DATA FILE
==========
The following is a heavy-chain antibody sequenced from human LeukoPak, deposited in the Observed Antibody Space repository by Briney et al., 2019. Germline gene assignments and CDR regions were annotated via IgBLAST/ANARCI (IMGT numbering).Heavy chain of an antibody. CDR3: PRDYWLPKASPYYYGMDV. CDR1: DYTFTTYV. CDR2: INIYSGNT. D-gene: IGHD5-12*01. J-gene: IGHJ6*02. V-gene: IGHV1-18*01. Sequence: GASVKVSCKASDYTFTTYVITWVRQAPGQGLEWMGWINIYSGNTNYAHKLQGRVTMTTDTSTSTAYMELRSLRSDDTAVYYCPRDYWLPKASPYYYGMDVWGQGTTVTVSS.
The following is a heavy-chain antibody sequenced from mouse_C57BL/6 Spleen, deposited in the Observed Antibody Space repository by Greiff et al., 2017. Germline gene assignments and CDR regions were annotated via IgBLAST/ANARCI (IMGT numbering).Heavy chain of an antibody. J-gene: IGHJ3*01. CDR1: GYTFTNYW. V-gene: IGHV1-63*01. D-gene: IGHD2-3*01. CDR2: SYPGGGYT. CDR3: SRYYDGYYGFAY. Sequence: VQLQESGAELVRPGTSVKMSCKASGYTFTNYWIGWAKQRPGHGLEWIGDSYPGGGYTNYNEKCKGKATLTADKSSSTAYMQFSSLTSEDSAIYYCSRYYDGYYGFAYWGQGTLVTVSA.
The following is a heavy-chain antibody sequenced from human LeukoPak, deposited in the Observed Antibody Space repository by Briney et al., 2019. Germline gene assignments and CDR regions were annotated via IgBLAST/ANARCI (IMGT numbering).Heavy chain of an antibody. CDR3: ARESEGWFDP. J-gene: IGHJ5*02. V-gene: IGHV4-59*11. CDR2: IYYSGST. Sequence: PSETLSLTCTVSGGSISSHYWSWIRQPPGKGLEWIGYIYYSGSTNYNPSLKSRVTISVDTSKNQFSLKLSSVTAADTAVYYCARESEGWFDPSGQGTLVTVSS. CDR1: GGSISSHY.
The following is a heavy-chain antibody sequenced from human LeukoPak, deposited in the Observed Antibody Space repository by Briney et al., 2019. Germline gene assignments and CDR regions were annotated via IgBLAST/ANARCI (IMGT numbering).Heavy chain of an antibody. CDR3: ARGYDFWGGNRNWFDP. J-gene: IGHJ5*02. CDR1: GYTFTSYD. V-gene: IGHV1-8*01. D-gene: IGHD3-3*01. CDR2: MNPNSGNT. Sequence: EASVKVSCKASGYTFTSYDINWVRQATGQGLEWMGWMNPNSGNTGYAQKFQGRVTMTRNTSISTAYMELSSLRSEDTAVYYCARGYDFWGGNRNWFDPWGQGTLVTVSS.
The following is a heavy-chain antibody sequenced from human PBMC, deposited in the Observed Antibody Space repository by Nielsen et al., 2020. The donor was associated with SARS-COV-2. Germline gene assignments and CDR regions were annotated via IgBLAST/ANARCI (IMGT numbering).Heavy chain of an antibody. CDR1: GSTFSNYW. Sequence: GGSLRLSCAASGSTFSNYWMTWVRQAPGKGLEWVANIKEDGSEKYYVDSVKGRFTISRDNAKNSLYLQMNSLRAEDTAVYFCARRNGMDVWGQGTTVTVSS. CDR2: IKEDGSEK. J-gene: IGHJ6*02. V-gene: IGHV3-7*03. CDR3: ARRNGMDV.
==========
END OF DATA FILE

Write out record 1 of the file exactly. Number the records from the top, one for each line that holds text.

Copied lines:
The following is a heavy-chain antibody sequenced from human LeukoPak, deposited in the Observed Antibody Space repository by Briney et al., 2019. Germline gene assignments and CDR regions were annotated via IgBLAST/ANARCI (IMGT numbering).Heavy chain of an antibody. CDR3: PRDYWLPKASPYYYGMDV. CDR1: DYTFTTYV. CDR2: INIYSGNT. D-gene: IGHD5-12*01. J-gene: IGHJ6*02. V-gene: IGHV1-18*01. Sequence: GASVKVSCKASDYTFTTYVITWVRQAPGQGLEWMGWINIYSGNTNYAHKLQGRVTMTTDTSTSTAYMELRSLRSDDTAVYYCPRDYWLPKASPYYYGMDVWGQGTTVTVSS.